The Noosa Temple of Satan is not only about rebelling. If Bell was allowed to offer religious instruction, he isn’t short of ideas.
“The kids doing the Satanic religious instruction would be the best-informed religious kids in the school, they will have a dangerously good knowledge of the bible when I’m finished with them. Who knows? They could walk around the school yard at lunchtime telling the Christian kids what’s really in the bible.”
Bell references The Book of Job where God allows Satan to test Job, who praised God but Satan contended it was only because his life was so good. So, the almighty lets Satan make Job’s life a living hell to measure how strong his faith was.
“That story would be a good one to kick off as a sort of morality exercise, who was the bad guy? Was it really Satan or was it God who authorised Satan to do that? If you actually read the bible all the way up to but not including Revelation, Satan is like the Minister of Justice, his role is to test people and make sure they are worthy enough for God, he is not actually trying to make them sinners or evil people. That is the role of a Satanist that we promote, it is your job on Earth to test the faith of Christians and challenge them.
This may sound crazy, but it’s entirely possible to be a polytheist where you both follow Satan and follow the traditional Abrahamic God, if you understand Satan in that way.”
Bell does not believe in Satan as a supernatural being but under Australian law the leaders of a faith don’t need to believe.
That was established in a 1982 tax case involving Scientology.
“Satan has been a subject of a bad PR campaign for 2,000 years. Through history different monks and other people have basically reworked the bible and re-envisaged what’s in there and painted a bad picture. Students of the bible could go through the bible and certainly agree with the case I’ve made if they actually look at it carefully.”
Overarching all of this is the Noosa Temple of Satan’s concern that Australia is becoming a Christian state. They see parallels with America and feel it’s part of a conservative takeover to only promote certain values.
“We’ve got a very religious prime minister at the moment, Scott Morrison, he’s a full-on happy clapper Pentecostal and he’s filled his cabinet with people of the same ilk. They are unashamedly ready to promote religious belief. The average Australian doesn’t think about religion so much, but our leaders have become increasingly religious, Australians are asleep at the wheel not really recognising what’s happening.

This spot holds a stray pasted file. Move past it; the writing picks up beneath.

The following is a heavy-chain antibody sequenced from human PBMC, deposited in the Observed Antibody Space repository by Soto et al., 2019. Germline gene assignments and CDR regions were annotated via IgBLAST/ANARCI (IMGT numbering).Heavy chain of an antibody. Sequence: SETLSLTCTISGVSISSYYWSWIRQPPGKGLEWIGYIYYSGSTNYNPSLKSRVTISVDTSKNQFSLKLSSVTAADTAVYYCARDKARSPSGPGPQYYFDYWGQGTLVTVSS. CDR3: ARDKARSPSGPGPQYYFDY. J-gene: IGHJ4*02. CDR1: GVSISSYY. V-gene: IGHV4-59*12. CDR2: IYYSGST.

The idea of untrained volunteers coming in and teaching religion in a government school is unheard of anywhere else in the world. American preachers come here and rub their hands with glee.”
Feeding the issue is that private schools are popular in Australia.
In 2020, 1.37 million attended them compared to 2.63 million in government schools. But 18.2% of students overall went to Christian private schools.
“It’s like gun control, if you talk to reasonable Americans and say, what are you doing about gun control? Don’t you understand how crazy this is? I talk to Australians about the amount of religious instruction through this education system and tell them, ‘do you realise how out of whack we are with the rest of the world’?
Australia is following in the footsteps of the USA, our conservative party (The Liberals) is being overtaken by a Tea Party like movement in my view. At the grassroots level there is enormous activism by evangelical hard line religious groups.”
If the Noosa Temple of Satan loses in the Brisbane Supreme Court, it can reapply in two years and plans to do so. They are determined to place constraints on the promotion of religion.
“You can be Christian and secular, we are happy to be Satanic and secular, we don’t think religious groups have any role to play in government run institutions, so our preference is there is nothing.
We don’t take formal membership applications and that might be a problem in the court case as one of our problems was proving membership.
But when we needed donations for Freedom of Information requests, the money came flooding in readily.
In my day to day living when this topic comes up, I’ve never yet had one person who is negative about it. I think a lot of people agree with the sentiment, they just need to understand what’s happening.”
Chris Sweeney is an author and columnist who has written for newspapers such as The Times, Daily Express, The Sun and Daily Record, along with several international-selling magazines.
Tags: Australia, Christianity, Religion, Religious Freedom, Satanism